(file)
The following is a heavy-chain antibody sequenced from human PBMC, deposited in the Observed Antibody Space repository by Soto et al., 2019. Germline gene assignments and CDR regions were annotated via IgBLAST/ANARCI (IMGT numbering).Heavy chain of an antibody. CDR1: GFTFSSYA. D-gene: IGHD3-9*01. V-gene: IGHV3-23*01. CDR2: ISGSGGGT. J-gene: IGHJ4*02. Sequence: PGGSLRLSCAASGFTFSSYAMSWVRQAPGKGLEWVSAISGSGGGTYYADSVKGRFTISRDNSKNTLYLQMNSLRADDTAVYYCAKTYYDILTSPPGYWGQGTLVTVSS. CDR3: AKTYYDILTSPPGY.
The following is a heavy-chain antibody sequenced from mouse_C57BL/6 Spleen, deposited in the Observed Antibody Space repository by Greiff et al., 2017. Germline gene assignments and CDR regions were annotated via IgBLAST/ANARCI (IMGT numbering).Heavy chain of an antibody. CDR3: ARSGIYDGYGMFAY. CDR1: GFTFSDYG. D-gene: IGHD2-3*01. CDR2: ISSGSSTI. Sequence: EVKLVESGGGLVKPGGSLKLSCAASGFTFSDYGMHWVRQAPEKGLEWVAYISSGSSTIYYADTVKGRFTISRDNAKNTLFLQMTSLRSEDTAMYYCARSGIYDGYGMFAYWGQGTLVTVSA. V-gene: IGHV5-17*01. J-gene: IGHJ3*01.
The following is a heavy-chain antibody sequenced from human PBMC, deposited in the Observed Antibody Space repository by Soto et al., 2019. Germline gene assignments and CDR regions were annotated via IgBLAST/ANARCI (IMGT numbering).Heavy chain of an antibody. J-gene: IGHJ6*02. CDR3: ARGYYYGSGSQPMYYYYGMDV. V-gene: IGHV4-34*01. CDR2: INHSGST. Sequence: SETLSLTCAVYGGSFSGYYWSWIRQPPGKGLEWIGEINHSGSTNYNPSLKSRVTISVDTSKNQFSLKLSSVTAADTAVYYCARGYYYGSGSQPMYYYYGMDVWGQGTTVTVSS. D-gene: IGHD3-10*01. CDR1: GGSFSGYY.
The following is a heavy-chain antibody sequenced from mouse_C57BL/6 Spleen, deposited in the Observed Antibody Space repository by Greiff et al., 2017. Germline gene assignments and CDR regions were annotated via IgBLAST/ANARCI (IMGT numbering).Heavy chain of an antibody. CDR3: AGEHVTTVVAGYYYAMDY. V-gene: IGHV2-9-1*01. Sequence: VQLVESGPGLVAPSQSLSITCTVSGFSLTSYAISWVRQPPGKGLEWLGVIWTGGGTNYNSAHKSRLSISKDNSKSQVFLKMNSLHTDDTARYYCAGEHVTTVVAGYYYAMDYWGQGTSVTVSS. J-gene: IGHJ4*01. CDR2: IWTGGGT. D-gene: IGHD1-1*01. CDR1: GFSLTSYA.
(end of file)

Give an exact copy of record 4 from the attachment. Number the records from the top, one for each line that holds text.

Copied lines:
The following is a heavy-chain antibody sequenced from mouse_C57BL/6 Spleen, deposited in the Observed Antibody Space repository by Greiff et al., 2017. Germline gene assignments and CDR regions were annotated via IgBLAST/ANARCI (IMGT numbering).Heavy chain of an antibody. CDR3: AGEHVTTVVAGYYYAMDY. V-gene: IGHV2-9-1*01. Sequence: VQLVESGPGLVAPSQSLSITCTVSGFSLTSYAISWVRQPPGKGLEWLGVIWTGGGTNYNSAHKSRLSISKDNSKSQVFLKMNSLHTDDTARYYCAGEHVTTVVAGYYYAMDYWGQGTSVTVSS. J-gene: IGHJ4*01. CDR2: IWTGGGT. D-gene: IGHD1-1*01. CDR1: GFSLTSYA.